In 1871, the Federal Colony of the Leeward Islands was constituted by British law, comprising Antigua, Montserrat, St. Christopher (Kitts), Anguilla, Nevis, Dominica, and the British Virgin Islands. These entities now became “presidencies” of the federation.

Montserrat’s stamp chronology begins in September 1876, when its first issues were placed on sale: 1-penny and 6d stamps of Antigua with a black line through that island’s name and “MONTSERRAT” added beneath.

Montserrat’s first stamps under its own name emerged in January 1880, depicting Queen Victoria (Scott 3-4). Other issues of the same design in different colors and denominations were issued in 1884-85.

Then, on Feb. 3, 1890, the Leeward Islands General Stamp Act dictated uniform postage and revenue stamps throughout the Leeward Islands and a common set (the Queen Victoria keytype issues) was placed on sale Oct. 31, 1890. The islands’ previous individual stamps were withdrawn, and then destroyed in London.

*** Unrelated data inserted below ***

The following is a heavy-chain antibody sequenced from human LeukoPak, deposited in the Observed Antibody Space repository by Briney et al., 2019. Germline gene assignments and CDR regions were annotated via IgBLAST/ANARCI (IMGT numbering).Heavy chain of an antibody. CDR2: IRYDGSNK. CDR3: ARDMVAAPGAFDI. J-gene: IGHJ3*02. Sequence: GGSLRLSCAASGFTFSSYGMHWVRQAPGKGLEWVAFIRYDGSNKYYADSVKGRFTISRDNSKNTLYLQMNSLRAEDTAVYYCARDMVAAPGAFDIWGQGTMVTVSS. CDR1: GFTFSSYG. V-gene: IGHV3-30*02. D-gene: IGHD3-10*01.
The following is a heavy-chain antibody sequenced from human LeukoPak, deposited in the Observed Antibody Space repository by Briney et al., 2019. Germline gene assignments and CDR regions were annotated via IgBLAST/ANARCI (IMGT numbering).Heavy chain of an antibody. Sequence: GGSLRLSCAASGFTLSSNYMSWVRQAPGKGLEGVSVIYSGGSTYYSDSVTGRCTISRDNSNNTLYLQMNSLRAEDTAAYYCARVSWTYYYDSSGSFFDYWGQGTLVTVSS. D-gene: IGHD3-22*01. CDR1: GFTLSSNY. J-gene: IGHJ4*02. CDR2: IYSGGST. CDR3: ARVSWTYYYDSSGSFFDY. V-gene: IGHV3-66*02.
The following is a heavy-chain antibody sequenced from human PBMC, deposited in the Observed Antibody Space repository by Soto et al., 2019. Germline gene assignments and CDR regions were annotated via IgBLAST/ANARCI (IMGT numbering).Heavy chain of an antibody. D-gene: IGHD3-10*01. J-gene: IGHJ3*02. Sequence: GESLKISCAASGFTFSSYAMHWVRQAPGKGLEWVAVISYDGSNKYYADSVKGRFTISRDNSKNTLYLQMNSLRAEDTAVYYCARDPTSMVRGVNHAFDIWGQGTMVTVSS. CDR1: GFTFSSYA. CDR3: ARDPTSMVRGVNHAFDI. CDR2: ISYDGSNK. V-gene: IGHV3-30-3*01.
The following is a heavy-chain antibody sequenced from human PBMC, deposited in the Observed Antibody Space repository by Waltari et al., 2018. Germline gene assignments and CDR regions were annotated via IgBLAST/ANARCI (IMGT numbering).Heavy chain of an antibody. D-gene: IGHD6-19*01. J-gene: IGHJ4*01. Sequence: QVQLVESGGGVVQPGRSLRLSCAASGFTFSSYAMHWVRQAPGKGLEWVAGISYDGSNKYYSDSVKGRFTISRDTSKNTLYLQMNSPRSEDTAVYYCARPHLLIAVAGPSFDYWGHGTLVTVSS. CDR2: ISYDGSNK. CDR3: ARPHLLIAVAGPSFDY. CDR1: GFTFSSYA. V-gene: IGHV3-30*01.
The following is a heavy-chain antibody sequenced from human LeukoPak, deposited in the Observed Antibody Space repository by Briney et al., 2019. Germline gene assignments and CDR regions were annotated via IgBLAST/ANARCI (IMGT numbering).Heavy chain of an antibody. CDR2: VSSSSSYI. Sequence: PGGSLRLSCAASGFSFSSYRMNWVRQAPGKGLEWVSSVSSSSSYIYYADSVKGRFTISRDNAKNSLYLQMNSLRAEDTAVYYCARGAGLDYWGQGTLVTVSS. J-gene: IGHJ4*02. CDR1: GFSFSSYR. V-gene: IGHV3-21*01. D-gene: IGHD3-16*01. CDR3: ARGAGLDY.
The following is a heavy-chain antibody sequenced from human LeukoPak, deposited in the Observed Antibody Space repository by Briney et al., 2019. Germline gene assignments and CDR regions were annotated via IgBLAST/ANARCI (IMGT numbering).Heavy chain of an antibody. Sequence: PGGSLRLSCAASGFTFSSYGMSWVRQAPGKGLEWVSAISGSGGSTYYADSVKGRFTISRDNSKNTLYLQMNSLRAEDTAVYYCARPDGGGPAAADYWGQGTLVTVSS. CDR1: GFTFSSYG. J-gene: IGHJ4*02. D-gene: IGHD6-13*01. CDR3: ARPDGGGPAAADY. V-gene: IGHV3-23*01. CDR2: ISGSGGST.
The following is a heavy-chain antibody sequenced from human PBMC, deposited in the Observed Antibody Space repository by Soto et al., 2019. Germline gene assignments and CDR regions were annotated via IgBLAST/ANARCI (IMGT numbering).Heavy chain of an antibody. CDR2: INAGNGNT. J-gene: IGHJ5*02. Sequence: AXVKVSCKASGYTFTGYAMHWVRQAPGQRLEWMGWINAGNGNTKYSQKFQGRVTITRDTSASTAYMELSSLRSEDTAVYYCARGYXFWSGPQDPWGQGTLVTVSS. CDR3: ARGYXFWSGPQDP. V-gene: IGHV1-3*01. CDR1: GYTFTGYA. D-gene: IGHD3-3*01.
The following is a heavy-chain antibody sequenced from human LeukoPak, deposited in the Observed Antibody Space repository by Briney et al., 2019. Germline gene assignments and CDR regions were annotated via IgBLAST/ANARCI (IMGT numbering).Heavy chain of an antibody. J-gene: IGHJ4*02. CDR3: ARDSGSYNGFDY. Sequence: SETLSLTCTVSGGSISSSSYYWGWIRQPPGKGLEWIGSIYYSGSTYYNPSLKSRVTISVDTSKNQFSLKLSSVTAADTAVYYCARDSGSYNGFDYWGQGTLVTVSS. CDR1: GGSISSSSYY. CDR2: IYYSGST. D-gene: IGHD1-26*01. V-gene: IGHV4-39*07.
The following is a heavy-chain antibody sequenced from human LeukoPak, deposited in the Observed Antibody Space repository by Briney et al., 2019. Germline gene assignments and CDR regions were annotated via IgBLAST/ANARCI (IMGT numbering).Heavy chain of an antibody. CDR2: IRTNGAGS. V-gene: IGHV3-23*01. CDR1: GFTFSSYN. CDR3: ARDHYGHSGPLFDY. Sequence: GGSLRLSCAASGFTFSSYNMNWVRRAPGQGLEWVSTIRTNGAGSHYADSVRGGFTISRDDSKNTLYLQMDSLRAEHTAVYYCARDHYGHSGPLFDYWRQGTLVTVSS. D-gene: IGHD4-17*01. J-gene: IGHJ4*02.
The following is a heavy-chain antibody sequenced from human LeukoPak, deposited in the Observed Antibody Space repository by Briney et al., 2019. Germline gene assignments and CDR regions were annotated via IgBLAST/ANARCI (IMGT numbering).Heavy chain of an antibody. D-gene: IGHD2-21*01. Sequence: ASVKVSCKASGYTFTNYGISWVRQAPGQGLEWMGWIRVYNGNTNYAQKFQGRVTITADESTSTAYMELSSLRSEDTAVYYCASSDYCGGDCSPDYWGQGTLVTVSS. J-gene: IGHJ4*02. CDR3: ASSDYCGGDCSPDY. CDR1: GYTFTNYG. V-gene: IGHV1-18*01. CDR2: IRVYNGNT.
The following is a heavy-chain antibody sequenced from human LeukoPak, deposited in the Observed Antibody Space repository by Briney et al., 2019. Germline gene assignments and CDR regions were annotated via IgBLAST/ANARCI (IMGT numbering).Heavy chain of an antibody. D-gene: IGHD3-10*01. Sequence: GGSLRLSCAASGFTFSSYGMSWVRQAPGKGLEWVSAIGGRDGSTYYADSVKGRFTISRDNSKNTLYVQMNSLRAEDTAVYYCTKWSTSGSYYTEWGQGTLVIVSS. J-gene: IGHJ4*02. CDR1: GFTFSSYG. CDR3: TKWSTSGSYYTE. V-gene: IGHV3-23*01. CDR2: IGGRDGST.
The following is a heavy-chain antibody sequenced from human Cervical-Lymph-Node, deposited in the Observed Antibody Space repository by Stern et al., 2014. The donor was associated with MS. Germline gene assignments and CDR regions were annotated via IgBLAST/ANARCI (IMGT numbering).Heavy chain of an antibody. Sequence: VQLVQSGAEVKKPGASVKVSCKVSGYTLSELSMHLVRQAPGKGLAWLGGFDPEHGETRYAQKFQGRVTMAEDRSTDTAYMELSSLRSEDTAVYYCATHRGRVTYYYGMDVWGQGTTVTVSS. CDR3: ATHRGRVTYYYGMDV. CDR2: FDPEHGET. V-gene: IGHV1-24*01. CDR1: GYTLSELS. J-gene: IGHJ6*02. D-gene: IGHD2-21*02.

This huge change in policy made sense as far as being an economical way of producing stamps, but it deprived the presidencies of their postal identity and also most of their usual postal revenue from collectors worldwide. Stamp income, such as it now became, would be pooled and then divided five ways.

Possibly because of good lobbying efforts, the Virgin Islands received approval from the executive council of the Leewards in 1898 to produce stamps with their own name, which were issued the following year (Scott 21-28). Subsequently, the Leeward Islands Stamp Act of 1902 decreed that “the Governor may from time to time” authorize “special stamps” in the presidencies, for concurrent use with the uniform stamps used throughout the Leewards.